How can too much of a good thing be very very bad in management? Imbalance, for one, is a perfect example of “overdosing” on what, in isolation, is innocuous. In the Research Triangle Park area of North Carolina, like the Bay area of California, or a certain part of Massachusetts, technology companies abound and the media is in love with the fruits of the labors of the company founders. Certainly, without the contribution of needed jobs, tax revenues, and similar benefits, the local economies in these regions would suffer. But, on a far more local level–that of the management of a team of people–there can be an inherent problem that is both insidious and solvable.
The concentration of too much emphasis on software development skills, for instance, to the exclusion of other needful disciplines can become a company’s undoing in an imperceptible yet profound way. We must acknowledge that, as human beings, we are most comfortable surrounding ourselves with others who think similarly to us, have homogeneous backgrounds, and understand what we’re trying to communicate quickly. The danger, though, is one of management myopia. Without a team of executives who bring complementary viewpoints–that are different yet legitimate in their own right–it becomes easy to suffer from the group-think phenomenon like a bunch of lemmings.
Organizations that allow themselves to be managed by cookie cutter leaders are often blindsided by development that Porter’s Five Forces, a SWOT analysis, or common sense in the eyes of an outsider could have anticipated. Market shifts–whether in the realm of sales, finance, operations, or a myriad of other subsets–when realized too late can lead to a company’s fall into a type of death spiral. Turnaround practitioners far and wide have witnessed the phenomenon more times than they’d like to admit and cringe upon encountering it because they know it could have been avoided.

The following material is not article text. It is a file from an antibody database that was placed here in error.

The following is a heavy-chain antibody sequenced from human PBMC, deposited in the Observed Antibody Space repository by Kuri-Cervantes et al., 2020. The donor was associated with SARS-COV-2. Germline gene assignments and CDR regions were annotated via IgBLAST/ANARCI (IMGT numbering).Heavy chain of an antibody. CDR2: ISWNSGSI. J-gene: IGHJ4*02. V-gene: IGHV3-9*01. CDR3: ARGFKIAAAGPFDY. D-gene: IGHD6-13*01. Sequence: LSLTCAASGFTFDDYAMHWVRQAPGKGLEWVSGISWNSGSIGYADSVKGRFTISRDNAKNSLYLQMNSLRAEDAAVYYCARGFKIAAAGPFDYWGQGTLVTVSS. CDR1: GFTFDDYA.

One of the great turnaround consultants I studied in performing research that led to the establishment of the Turnaround Management Association was Donald Bibeault. Bibeault wrote that, “A special case of imbalance in the top team–particularly at the board level–is a weak finance function. This may appear through the company as a general phenomenon, resulting in inadequate financial and accounting controls. But even when these systems are perfectly adequate, their message may not be heard at board level because the finance function is not strongly represented there.”
What should we make of such an observation, then, in our own companies? Firstly, that true outside boards of directors with balance can be a great asset to an organization. These veterans have “been there, done that!” Secondly, as one goes about building a team, become more self-aware of the temptation to populate the organization with a clique of robots, who while very intelligent in their domain, are ignorant on many other topics. Thirdly, consider the value of co-founders and mentors whose life experience is very different than one’s own–albeit they should have been successful in whatever they have previously pursued.
Don’t overdose on what is sweet–do what is nutritional for your organization!